Our third instalment of ‘The Listener’ features Tracy Perry, the curator behind Tracy’s Expansion of Presence. Described as “an aural journey across genres”, Tracy’s EOP presents and promotes new and independent music through Spotify playlists, Mixcloud mixes, and an extensive Bandcamp collection. Tracy is a huge supporter of independent artists an labels, and it’s a real privilege to have her in on an RTR feature.
From early explorations of music through the New Age culture, keeping up to date with new music, to the nostalgia of the cassette tape, Tracy’s thoughtful responses for this instalment of ‘The Listener’ highlights the community-driven dedication across all independent music today.
How did you first get introduced to ambient/drone/experimental music?
Back when I used to work in an alternative shop many moons ago, it was at the time described as ‘New Age’. The store was the one with books on crystals, aromatherapy, stone jewelry, alternative therapies/health, clothes and such as well as music. That’s where I was introduced not only to what was then defined as New Age, but also to world music, ambient and experimental as there was a lot of miscellaneous that got lumped in and the shop carried a good selection of different artists. This really helped me when I moved on to college to be open to picking up more music from more genres and varieties of things I hadn’t heard growing up. It also opened the door to being more mindful and introduced using music to put oneself in certain moods. Ambient can be serene but not necessarily, like drone doesn’t mean an endless 1 note either and experimental doesn’t always have to do with kitchen appliances.
What is the one album that you can play over and over without it getting old?
There’s several. ‘Redline’ by Unknown Land; Any album by Azam Ali to include her bands Vas & Niyaz as well as her solo work; Marcome’s ‘Seven Seas’; Deep Forest’s debut self-titled album; all of How To Disappear Completely’s discography.
How do you seek out new music?
I spend a lot of time on Bandcamp discovering new music. I used to spend Saturday evenings just scrolling through Bandcamp listening to music and discovering for years, this was prior to social media. Follow tags on Bandcamp through their app to get suggestions, scroll through their Discovery portion, follow lots of other fans on there to see what others own/buy. Now I also follow enough labels and artists on Facebook and twitter that I can discover just by scrolling through my feeds. I go down rabbit holes, look at an artist timeline, see what they post about for other music, who they follow, or who follows them and just listen. There’s also Spotify, take a listen to others playlists, not the ‘brand name’ ones Spotify puts out, I’m talking about actual independent music show and blog playlists or indie artists playlists. See what people are writing about online, who small labels are excited about. There’s also crowd funding sites like Kickstarter that has a lot of upcoming music by new and existing bands. It’s a great way to discover new music, get in on existing bands upcoming albums, hearing exclusives or just getting behind the scenes pictures, information and videos. There’s a never ending amount of music that comes out in every genre, every style.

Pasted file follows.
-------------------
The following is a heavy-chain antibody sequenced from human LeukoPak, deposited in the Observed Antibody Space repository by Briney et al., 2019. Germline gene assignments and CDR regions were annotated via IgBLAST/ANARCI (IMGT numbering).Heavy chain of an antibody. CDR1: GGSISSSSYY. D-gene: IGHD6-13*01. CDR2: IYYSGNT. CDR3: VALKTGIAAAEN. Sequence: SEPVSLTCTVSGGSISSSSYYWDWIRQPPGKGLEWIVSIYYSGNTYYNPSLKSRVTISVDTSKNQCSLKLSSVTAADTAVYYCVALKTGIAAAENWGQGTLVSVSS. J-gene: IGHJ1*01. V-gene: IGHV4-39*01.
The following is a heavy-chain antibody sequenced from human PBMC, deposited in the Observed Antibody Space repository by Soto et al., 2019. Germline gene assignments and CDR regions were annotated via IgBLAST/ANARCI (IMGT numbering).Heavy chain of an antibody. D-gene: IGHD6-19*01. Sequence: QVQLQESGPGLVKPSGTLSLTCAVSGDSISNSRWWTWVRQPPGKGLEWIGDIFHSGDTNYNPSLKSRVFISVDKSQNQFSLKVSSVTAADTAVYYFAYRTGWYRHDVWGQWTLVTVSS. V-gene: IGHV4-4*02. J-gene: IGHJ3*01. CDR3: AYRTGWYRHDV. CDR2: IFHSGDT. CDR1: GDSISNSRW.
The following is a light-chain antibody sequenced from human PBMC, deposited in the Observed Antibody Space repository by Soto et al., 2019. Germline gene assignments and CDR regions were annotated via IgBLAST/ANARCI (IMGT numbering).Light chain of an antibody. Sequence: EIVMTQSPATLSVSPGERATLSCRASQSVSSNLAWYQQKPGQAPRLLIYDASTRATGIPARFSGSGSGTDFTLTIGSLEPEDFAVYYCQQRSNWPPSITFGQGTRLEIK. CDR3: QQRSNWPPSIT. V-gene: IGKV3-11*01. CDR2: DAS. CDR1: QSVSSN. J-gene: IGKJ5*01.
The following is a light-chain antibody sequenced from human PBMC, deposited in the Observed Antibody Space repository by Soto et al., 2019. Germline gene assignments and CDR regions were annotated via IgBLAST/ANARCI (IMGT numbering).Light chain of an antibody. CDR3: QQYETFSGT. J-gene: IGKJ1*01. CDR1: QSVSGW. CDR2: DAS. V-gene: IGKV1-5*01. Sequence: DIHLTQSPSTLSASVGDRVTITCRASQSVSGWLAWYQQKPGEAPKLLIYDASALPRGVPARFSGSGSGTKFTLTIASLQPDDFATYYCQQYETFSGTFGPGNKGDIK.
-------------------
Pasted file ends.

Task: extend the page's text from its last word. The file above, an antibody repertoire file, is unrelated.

Once you’ve found it, what is your perfect listening environment?
I listen at work, in the car, at home, with headphones while waiting for appointments, etc. There’s music for every situation. While I love just listening to vinyl/cassette/CDs at home while relaxing, cleaning, cooking or working at home, I may stream playlists or random shuffling of my own digital collection.
Can you tell us about your favourite new release from the last 12 months?
I really don’t have one. I am friends with a lot of artists and label owners and I know it can be disheartening to not be someone’s favorite or on a list to recommend. So if it’s in my Bandcamp collection or I post about it, it’s recommended.
As RTR is a tape label, we have to ask: What attracts you to the cassette medium?
I grew up on cassettes. I loved having a cassette player in my car and it was the medium to discover new music for a long time even after CDs were the norm. This mostly was because I didn’t have a portable CD player but I did have a tape deck in the car and portable cassette player. I just recently got a new cassette player as my boom box had died a few years ago. I think cassettes are a perfect way to get fans a physical product that they can afford, while also providing that tangible item to show to friends, trade or to borrow. There is something about having a collection to show as opposed to just having saved things on a streaming service, it’s more of an exploration when in groups as people read the liner notes, discuss the music as well as now they can look up the artist and learn more about them and discover more by them. Cassettes, especially now offer a whole host of possibilities for collector’s type items. They can be different colors, have extended inserts, be paired with stickers, buttons, download codes, or as bonus items to other orders. I’ve seen vinyl come with cassette editions not just with CDs or as a bonus with more music. It gives people something of the past while being current.